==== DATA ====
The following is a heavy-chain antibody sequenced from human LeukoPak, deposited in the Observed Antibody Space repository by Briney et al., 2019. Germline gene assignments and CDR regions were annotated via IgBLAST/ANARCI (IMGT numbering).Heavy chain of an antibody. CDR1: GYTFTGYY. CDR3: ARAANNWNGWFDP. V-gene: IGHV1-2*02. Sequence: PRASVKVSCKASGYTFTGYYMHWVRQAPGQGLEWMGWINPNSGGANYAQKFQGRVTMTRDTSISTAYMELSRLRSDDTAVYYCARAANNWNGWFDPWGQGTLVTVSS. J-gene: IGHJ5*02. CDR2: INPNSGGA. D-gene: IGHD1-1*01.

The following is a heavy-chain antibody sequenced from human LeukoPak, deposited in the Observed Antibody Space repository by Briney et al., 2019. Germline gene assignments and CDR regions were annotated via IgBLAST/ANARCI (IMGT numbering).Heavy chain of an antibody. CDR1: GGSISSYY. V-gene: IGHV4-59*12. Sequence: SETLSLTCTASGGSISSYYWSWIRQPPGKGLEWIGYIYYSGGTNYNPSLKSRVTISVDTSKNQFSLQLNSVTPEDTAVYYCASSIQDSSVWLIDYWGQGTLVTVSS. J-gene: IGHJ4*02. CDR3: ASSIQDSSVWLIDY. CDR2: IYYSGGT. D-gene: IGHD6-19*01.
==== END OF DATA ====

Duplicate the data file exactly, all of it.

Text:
The following is a heavy-chain antibody sequenced from human LeukoPak, deposited in the Observed Antibody Space repository by Briney et al., 2019. Germline gene assignments and CDR regions were annotated via IgBLAST/ANARCI (IMGT numbering).Heavy chain of an antibody. CDR1: GYTFTGYY. CDR3: ARAANNWNGWFDP. V-gene: IGHV1-2*02. Sequence: PRASVKVSCKASGYTFTGYYMHWVRQAPGQGLEWMGWINPNSGGANYAQKFQGRVTMTRDTSISTAYMELSRLRSDDTAVYYCARAANNWNGWFDPWGQGTLVTVSS. J-gene: IGHJ5*02. CDR2: INPNSGGA. D-gene: IGHD1-1*01.

The following is a heavy-chain antibody sequenced from human LeukoPak, deposited in the Observed Antibody Space repository by Briney et al., 2019. Germline gene assignments and CDR regions were annotated via IgBLAST/ANARCI (IMGT numbering).Heavy chain of an antibody. CDR1: GGSISSYY. V-gene: IGHV4-59*12. Sequence: SETLSLTCTASGGSISSYYWSWIRQPPGKGLEWIGYIYYSGGTNYNPSLKSRVTISVDTSKNQFSLQLNSVTPEDTAVYYCASSIQDSSVWLIDYWGQGTLVTVSS. J-gene: IGHJ4*02. CDR3: ASSIQDSSVWLIDY. CDR2: IYYSGGT. D-gene: IGHD6-19*01.